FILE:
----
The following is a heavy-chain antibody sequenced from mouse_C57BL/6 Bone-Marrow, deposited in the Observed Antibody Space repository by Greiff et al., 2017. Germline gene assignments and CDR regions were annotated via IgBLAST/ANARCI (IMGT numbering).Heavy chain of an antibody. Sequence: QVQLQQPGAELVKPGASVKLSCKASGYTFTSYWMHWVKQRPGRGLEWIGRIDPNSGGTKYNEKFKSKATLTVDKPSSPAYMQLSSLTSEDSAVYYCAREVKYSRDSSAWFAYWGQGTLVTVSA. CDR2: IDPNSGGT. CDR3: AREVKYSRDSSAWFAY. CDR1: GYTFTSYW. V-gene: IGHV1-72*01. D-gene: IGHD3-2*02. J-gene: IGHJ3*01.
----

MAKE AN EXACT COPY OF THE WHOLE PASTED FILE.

The following is a heavy-chain antibody sequenced from mouse_C57BL/6 Bone-Marrow, deposited in the Observed Antibody Space repository by Greiff et al., 2017. Germline gene assignments and CDR regions were annotated via IgBLAST/ANARCI (IMGT numbering).Heavy chain of an antibody. Sequence: QVQLQQPGAELVKPGASVKLSCKASGYTFTSYWMHWVKQRPGRGLEWIGRIDPNSGGTKYNEKFKSKATLTVDKPSSPAYMQLSSLTSEDSAVYYCAREVKYSRDSSAWFAYWGQGTLVTVSA. CDR2: IDPNSGGT. CDR3: AREVKYSRDSSAWFAY. CDR1: GYTFTSYW. V-gene: IGHV1-72*01. D-gene: IGHD3-2*02. J-gene: IGHJ3*01.